Uprova Bar
May 26, 2023

A home renovation can make your home more enjoyable to live in, may increase your home resale value, and make it easier to sell your home. Many homeowners are looking to renovate instead of selling their home since mortgage rates are still high, despite dipping recently. About 17% of homeowners are spending more on improvements this year, according to a survey by Today’s Homeowner.

If your home needs renovating, you may be looking to act now even though costs are up due to inflation. While the consumer-price index, a measure of inflation, moderated in January, the cost of floor coverings rose 13.1% and the prices of supplies, tools, and hardware went up by 11.8%, making home renovations. To cover the high cost of home improvements, some people are dipping into their savings accounts, but if that’s not an option, you might be considering alternative sources for financing home renovations.

1. A personal loan for home renovations.

You have options when it comes to financing home renovations, including personal loans. A personal loan is an unsecured loan that can be used for just about any expense, including home renovations like bathroom upgrades, kitchen improvements, and new flooring. A personal loan is an option to look into if you have good credit because you can borrow higher dollar amounts and get a competitive rate. If your credit isn’t in the best shape, lenders like Uprova can still help you borrow up to $5,000.

Personal loans are unsecured, which means they don’t require collateral and pose a lower risk to your other property. These loans also have fixed installment payments, so you know exactly how much you will owe each month. You also don’t need to have equity in your home in order to qualify.

2. A home equity loan.

Another home renovation financing option is a home equity loan. Your home equity is measured by taking the amount you owe on your mortgage and subtracting your home’s value. For example, if your home is worth $500,000 and your mortgage is currently at $400,000, you have $100,000 in home equity.

If you have equity in your home, you can borrow against it. With a home equity loan, you borrow a fixed amount at a predetermined interest rate, then pay your loan back in installments. Unlike a personal loan, a home equity loan is backed by your home. This makes it easier to qualify for funding if your credit score isn’t in great shape, but also means that you could lose your home if you fall behind on payments. For that reason, it’s vital that you confirm you can afford your home equity loan payments before accepting the loan.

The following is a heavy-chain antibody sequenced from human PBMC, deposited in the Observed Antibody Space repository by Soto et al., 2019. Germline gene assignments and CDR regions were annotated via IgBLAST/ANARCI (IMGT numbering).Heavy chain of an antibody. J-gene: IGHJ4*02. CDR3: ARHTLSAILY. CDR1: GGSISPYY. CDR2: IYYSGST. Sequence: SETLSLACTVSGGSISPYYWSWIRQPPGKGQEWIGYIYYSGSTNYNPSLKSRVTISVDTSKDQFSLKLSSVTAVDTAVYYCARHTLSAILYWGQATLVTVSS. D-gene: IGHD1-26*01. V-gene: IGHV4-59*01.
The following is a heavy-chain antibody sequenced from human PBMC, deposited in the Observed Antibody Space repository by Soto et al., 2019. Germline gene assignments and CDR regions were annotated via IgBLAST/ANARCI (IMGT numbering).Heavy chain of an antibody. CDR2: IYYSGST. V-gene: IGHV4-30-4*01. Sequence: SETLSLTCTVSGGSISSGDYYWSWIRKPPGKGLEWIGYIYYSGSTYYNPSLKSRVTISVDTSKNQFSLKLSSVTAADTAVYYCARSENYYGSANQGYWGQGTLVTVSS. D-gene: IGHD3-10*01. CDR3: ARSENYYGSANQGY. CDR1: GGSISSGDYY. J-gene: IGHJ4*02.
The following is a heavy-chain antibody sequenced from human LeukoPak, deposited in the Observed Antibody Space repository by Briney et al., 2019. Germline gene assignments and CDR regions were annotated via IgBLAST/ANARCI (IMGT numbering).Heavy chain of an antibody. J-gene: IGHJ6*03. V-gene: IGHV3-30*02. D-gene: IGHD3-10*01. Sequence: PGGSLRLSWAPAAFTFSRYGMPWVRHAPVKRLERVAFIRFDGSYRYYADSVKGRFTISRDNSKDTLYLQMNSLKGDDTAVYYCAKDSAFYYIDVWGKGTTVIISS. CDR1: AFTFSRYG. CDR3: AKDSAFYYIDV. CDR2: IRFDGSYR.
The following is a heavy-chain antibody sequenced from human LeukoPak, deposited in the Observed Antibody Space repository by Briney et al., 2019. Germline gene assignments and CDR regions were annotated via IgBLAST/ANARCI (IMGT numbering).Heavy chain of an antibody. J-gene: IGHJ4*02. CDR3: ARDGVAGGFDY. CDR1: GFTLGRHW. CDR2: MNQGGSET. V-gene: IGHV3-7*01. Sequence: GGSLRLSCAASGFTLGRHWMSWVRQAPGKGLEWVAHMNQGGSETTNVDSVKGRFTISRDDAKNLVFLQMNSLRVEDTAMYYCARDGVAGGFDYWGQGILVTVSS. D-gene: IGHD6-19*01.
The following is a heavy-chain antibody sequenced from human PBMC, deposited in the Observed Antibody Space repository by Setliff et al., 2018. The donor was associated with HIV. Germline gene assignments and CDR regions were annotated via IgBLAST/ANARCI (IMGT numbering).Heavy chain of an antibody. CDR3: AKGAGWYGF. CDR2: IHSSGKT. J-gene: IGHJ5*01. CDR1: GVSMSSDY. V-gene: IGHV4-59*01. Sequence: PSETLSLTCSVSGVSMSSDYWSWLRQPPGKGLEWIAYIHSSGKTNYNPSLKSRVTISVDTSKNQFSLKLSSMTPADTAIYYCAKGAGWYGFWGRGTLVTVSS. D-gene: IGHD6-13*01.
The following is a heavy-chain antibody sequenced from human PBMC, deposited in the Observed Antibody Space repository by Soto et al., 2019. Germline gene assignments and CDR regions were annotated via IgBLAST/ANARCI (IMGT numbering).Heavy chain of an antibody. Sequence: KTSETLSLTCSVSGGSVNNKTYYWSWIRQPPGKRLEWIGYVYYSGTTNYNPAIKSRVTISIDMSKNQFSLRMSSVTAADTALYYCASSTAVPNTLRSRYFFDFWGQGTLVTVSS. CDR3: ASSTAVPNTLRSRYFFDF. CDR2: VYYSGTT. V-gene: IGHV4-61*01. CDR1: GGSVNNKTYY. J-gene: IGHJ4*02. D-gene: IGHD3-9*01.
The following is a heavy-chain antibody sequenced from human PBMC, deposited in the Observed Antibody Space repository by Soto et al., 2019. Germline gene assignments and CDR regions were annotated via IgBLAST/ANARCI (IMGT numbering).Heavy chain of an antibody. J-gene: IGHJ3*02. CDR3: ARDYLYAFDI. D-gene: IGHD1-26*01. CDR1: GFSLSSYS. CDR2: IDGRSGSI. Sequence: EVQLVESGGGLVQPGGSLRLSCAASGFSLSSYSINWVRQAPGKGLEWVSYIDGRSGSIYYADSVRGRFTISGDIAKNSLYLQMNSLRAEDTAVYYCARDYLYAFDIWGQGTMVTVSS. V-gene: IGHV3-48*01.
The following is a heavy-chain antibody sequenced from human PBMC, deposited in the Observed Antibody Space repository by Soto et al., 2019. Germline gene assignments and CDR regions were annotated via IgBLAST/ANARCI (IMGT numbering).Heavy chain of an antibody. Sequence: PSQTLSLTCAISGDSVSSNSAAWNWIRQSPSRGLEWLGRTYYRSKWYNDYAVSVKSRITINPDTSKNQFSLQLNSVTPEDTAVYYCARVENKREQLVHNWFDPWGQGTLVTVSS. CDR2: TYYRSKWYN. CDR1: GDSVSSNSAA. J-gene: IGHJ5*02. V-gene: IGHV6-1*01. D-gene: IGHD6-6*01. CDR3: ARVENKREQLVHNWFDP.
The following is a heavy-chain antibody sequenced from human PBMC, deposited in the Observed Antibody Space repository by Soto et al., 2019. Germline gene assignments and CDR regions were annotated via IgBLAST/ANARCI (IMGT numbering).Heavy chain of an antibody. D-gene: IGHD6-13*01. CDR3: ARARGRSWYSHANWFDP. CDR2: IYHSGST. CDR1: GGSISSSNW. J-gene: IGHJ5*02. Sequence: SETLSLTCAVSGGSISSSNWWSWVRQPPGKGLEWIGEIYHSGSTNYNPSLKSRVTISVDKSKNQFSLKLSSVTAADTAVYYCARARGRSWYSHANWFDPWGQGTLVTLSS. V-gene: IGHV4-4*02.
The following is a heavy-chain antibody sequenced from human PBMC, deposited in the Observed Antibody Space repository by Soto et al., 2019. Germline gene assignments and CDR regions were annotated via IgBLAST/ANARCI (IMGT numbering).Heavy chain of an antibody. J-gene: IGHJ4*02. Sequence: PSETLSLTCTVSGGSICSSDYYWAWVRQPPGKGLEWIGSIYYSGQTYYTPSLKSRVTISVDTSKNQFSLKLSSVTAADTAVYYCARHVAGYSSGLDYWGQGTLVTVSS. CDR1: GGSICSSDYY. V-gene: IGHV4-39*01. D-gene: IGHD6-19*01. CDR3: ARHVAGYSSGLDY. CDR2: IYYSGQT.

3. A home equity line of credit.

A home equity line of credit (HELOC) is another home improvement financing option that lets you borrow against your home’s equity. Like a home equity loan, you will need equity in your home to qualify. The main difference between a home equity loan and a home equity line of credit is that you will gain access to a line of credit that you can borrow from over time.

The biggest advantage to a HELOC is flexibility. If you aren’t sure how much your home renovations will cost, and you don’t want to worry about having to borrow again, you can take out a larger HELOC and only withdraw the amount you need.

The downside to a HELOC is that interest rates tend to be variable instead of fixed, so your monthly payments could increase at any time. A HELOC is backed by your home, so if you fall behind on payments, you could lose your home.


Many people can’t afford to pay for home renovations with cash. Using your savings could put you in a vulnerable position should you lose your job or have unexpected expenses. A personal loan is unsecured, so you don’t have to risk your home for funding. A home equity loan uses the equity in your home, so if you have lower credit, you could improve your chances of funding by going this route. A home equity line of credit provides flexibility, allowing you to pull the exact amount you need, but comes with a variable interest rate.

If you need funding, you can get started any time at Uprova.com without impacting your FICO credit score. Get started today.


The content of this website is for informational purposes only. Nothing on this website constitutes financial or professional advice. Consult a professional for advice suitable to your personal circumstances.

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